Accordingly, Herod got together his kindred and friends, and set before them the children, and, with his eyes full of tears, said thus to them: "It was an unlucky fate that took away from me these children's fathers, which children are recommended to me by that natural commiseration which their orphan condition requires; however, I will endeavor, though I have been a most unfortunate father, to appear a better grandfather, and to leave these children such curators after myself as are dearest to me. I therefore betroth thy daughter, Pheroras, to the elder of these brethren, the children of Alexander, that thou mayst be obliged to take care of them. I also betroth to thy son, Antipater, the daughter of Aristobulus; be thou therefore a father to that orphan; and my son Herod [Philip] shall have her sister, whose grandfather, by the mother's side, was high priest. And let every one that loves me be of my sentiments in these dispositions, which none that hath an affection for me will abrogate. And I pray God that he will join these children together in marriage, to the advantage of my kingdom, and of my posterity; and may he look down with eyes more serene upon them than he looked upon their fathers."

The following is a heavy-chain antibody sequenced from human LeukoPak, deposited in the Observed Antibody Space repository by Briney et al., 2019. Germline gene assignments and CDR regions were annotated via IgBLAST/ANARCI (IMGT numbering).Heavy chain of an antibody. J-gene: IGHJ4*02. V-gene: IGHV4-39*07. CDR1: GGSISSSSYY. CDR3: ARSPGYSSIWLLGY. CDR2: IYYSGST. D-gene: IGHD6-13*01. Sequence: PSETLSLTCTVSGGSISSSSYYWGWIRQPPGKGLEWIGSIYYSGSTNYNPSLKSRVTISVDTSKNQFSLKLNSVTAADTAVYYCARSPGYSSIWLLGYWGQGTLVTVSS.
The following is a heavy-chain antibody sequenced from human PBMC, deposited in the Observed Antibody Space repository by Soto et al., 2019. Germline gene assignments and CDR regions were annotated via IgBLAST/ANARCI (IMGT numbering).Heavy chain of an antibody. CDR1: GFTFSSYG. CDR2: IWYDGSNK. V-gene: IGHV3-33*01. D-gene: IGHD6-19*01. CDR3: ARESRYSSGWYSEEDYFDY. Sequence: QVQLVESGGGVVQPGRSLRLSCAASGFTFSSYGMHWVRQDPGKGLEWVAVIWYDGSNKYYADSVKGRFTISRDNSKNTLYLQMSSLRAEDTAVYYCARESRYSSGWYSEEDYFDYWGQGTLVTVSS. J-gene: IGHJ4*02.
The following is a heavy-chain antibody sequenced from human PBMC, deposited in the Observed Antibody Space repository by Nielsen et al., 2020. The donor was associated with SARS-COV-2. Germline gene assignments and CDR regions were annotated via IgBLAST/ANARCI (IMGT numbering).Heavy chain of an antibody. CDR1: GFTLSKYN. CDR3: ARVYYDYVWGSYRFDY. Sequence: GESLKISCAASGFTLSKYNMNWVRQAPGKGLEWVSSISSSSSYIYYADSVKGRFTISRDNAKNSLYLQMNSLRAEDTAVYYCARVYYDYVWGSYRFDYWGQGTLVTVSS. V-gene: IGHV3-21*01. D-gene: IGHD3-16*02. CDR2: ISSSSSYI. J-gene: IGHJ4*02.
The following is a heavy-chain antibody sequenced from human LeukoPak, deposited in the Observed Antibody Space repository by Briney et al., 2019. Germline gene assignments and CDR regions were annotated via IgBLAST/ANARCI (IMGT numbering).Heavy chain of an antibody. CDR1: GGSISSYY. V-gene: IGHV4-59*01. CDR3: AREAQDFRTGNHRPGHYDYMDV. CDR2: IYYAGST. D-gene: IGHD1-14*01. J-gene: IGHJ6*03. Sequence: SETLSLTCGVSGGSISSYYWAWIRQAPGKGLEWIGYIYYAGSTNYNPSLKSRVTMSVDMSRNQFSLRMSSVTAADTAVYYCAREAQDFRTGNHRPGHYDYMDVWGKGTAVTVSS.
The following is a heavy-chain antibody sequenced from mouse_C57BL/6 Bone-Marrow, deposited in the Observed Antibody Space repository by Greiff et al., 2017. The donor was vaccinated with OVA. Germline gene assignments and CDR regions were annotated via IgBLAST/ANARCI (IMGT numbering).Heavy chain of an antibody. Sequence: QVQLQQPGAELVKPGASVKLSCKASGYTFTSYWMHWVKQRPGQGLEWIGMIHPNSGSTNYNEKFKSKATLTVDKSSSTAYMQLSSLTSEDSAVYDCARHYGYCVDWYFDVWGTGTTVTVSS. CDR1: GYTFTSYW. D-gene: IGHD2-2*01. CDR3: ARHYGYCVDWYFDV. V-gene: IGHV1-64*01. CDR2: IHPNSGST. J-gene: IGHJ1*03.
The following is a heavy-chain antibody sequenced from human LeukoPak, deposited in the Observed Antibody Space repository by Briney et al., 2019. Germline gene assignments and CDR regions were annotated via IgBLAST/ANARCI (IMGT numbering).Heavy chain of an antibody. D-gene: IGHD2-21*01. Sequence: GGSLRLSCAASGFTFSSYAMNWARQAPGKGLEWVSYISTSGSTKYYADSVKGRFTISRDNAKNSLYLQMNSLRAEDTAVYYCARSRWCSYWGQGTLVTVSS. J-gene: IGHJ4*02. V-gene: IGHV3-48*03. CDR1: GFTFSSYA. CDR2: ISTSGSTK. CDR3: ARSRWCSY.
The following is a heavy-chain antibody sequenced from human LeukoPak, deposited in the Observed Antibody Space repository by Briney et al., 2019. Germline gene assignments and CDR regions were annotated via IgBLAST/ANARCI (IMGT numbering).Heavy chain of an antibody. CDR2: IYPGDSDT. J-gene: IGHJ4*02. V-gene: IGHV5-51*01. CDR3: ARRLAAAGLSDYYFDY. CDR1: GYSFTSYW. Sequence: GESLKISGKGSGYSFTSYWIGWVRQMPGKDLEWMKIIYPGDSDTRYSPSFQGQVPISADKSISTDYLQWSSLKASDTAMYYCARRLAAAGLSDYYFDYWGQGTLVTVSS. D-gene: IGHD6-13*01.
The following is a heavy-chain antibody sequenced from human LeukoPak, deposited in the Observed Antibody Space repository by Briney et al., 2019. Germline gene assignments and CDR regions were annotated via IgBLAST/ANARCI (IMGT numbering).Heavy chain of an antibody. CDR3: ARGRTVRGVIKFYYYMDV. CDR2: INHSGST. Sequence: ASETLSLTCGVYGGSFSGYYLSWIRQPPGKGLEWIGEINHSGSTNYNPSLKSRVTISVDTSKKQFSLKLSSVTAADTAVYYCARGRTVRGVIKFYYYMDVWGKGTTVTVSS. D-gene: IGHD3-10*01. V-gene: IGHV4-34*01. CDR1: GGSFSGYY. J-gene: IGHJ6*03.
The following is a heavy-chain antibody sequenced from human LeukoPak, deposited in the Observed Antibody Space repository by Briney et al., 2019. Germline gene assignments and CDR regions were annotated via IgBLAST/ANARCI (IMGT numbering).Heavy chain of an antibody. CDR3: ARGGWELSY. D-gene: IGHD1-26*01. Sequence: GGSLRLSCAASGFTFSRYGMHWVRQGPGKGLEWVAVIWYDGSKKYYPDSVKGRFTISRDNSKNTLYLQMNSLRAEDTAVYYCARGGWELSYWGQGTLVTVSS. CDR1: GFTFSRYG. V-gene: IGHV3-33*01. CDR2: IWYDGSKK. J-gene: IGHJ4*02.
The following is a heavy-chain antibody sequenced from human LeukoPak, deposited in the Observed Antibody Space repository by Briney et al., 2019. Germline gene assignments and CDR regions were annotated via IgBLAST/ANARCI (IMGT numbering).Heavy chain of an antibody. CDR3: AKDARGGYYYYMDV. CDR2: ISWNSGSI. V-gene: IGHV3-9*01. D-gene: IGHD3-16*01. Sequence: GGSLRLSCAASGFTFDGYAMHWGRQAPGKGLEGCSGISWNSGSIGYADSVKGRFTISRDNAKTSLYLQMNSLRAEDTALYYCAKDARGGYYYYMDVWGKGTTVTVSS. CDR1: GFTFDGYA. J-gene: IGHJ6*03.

Flavius Josephus, Jewish War (English) (XML Header) [genre: prose] [word count] [lemma count] [Joseph. BJ].
<<Joseph. BJ 1.538 Joseph. BJ 1.552 (Greek) >>Joseph. BJ 1.564